Every gardener who’s spent an hour watering, weeding, or just turning the dirt over, comes indoors feeling more peaceful than when they went out. Every kid that ever came in covered in dirt from outdoor play goes to bed tired and happy (and hopefully, washed).
We all know that being active in the sun and fresh air is good for us – but now we’re finding out that contact with dirt itself helps relaxes stressed nerves and may even treat depression.
It’s all about the mycobacterium vaccae microbe that lives in dirt.
Tests conducted on mice show that direct contact with this microbe stimulate serotonin-releasing neurons in the brain, much the same way that prescription anti-depressants do. (Among other effects on the body that serotonin has, it regulates mood. Low serotonin levels are linked with depression.)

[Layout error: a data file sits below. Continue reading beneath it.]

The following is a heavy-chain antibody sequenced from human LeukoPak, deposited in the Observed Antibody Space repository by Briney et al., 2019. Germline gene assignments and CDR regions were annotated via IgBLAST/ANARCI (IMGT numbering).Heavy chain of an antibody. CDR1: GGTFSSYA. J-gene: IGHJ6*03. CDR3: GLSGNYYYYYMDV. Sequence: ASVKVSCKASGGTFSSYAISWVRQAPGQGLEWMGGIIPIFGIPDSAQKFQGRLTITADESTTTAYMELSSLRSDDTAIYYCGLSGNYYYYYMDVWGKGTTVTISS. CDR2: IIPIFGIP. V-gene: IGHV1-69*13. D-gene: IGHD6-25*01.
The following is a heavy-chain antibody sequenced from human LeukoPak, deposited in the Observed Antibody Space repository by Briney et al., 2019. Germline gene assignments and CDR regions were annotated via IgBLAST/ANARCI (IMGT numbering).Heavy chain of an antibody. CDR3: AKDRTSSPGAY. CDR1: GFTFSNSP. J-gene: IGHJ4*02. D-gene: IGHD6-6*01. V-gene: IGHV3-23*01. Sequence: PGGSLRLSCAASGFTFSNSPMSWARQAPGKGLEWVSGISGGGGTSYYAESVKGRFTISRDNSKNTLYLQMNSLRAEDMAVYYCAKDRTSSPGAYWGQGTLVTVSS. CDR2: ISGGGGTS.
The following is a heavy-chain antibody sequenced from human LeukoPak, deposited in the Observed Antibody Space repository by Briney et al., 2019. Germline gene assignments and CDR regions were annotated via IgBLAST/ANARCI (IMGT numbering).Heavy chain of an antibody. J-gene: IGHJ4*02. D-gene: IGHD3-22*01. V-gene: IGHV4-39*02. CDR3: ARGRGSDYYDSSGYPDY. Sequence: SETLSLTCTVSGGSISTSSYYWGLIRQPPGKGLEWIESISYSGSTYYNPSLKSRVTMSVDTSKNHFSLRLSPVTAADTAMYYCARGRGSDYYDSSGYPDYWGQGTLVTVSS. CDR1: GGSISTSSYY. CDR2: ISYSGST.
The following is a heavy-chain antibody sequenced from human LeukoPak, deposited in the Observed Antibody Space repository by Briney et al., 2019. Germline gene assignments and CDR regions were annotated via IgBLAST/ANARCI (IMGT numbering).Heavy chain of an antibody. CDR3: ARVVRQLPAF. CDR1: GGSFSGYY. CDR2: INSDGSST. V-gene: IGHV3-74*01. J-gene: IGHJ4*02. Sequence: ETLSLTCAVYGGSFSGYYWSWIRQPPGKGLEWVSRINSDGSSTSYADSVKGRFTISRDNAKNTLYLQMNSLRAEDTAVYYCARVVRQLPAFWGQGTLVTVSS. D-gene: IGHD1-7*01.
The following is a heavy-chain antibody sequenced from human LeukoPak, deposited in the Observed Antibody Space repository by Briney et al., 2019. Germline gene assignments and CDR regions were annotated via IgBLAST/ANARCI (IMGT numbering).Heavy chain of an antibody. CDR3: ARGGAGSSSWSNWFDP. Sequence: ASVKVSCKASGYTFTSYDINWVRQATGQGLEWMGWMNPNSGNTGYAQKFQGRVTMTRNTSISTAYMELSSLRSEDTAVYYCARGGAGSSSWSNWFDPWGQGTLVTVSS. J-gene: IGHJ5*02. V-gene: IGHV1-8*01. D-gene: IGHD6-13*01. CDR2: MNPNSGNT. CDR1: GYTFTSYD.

It may be possible to medicate depression, anxiety, OCD and even bipolar disorder using M. vaccae. That’s without chemical side effects, addiction, and the torment of withdrawal.
There’s more. A recent study conducted by Christopher Lowery et al, published in Neuroscience, showed that injections of dead M. vaccea relieved much of the nausea and pain suffered by cancer patients. Lab tests also showed higher cognitive ability, lower stress, and better concentration in mice injected with M. vaccae.
Studies are also being conducted on possible M. vaccea benefits to patients suffering from cognitive dysfunction, Crohn’s disease, and rheumatoid arthritis.
So go out and get dirty. You don’t need access to a large garden. Tending your potted plants gives the same benefits. I testify to this from my personal experience after the death of a loved one: nothing soothed me like pulling weeds out of my balcony plants, turning the dirt over and planting a few hopeful seeds.
It seems that turning to mother Earth is a natural instinct when we’re feeling blue.